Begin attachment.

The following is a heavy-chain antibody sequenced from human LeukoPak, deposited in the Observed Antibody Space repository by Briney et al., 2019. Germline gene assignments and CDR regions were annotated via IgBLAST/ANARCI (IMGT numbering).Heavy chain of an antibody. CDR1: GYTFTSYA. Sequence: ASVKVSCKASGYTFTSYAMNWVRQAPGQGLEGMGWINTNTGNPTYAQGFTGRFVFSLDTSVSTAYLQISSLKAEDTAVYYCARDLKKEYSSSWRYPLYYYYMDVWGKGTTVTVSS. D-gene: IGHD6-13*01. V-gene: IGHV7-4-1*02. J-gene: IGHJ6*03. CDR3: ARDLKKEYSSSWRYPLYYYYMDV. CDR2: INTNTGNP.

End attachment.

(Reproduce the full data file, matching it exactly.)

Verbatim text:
The following is a heavy-chain antibody sequenced from human LeukoPak, deposited in the Observed Antibody Space repository by Briney et al., 2019. Germline gene assignments and CDR regions were annotated via IgBLAST/ANARCI (IMGT numbering).Heavy chain of an antibody. CDR1: GYTFTSYA. Sequence: ASVKVSCKASGYTFTSYAMNWVRQAPGQGLEGMGWINTNTGNPTYAQGFTGRFVFSLDTSVSTAYLQISSLKAEDTAVYYCARDLKKEYSSSWRYPLYYYYMDVWGKGTTVTVSS. D-gene: IGHD6-13*01. V-gene: IGHV7-4-1*02. J-gene: IGHJ6*03. CDR3: ARDLKKEYSSSWRYPLYYYYMDV. CDR2: INTNTGNP.